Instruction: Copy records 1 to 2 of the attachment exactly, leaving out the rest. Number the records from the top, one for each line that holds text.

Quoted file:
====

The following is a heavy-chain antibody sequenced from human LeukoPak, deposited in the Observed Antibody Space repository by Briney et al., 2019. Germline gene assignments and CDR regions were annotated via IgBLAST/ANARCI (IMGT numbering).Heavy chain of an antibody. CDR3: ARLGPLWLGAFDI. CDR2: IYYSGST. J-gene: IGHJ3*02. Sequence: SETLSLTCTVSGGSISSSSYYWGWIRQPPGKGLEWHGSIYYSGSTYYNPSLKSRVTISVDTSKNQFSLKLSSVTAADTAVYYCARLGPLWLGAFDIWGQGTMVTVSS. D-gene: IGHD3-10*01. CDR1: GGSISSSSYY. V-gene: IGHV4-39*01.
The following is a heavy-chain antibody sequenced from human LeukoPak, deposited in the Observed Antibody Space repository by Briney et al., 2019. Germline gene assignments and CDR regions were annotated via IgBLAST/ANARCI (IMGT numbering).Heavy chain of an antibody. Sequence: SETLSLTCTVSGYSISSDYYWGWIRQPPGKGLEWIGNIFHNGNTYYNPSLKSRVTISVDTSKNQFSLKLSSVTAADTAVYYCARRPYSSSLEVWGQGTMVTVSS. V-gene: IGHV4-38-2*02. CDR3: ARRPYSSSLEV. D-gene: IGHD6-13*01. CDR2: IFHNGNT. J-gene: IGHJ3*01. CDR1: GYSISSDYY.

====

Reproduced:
The following is a heavy-chain antibody sequenced from human LeukoPak, deposited in the Observed Antibody Space repository by Briney et al., 2019. Germline gene assignments and CDR regions were annotated via IgBLAST/ANARCI (IMGT numbering).Heavy chain of an antibody. CDR3: ARLGPLWLGAFDI. CDR2: IYYSGST. J-gene: IGHJ3*02. Sequence: SETLSLTCTVSGGSISSSSYYWGWIRQPPGKGLEWHGSIYYSGSTYYNPSLKSRVTISVDTSKNQFSLKLSSVTAADTAVYYCARLGPLWLGAFDIWGQGTMVTVSS. D-gene: IGHD3-10*01. CDR1: GGSISSSSYY. V-gene: IGHV4-39*01.
The following is a heavy-chain antibody sequenced from human LeukoPak, deposited in the Observed Antibody Space repository by Briney et al., 2019. Germline gene assignments and CDR regions were annotated via IgBLAST/ANARCI (IMGT numbering).Heavy chain of an antibody. Sequence: SETLSLTCTVSGYSISSDYYWGWIRQPPGKGLEWIGNIFHNGNTYYNPSLKSRVTISVDTSKNQFSLKLSSVTAADTAVYYCARRPYSSSLEVWGQGTMVTVSS. V-gene: IGHV4-38-2*02. CDR3: ARRPYSSSLEV. D-gene: IGHD6-13*01. CDR2: IFHNGNT. J-gene: IGHJ3*01. CDR1: GYSISSDYY.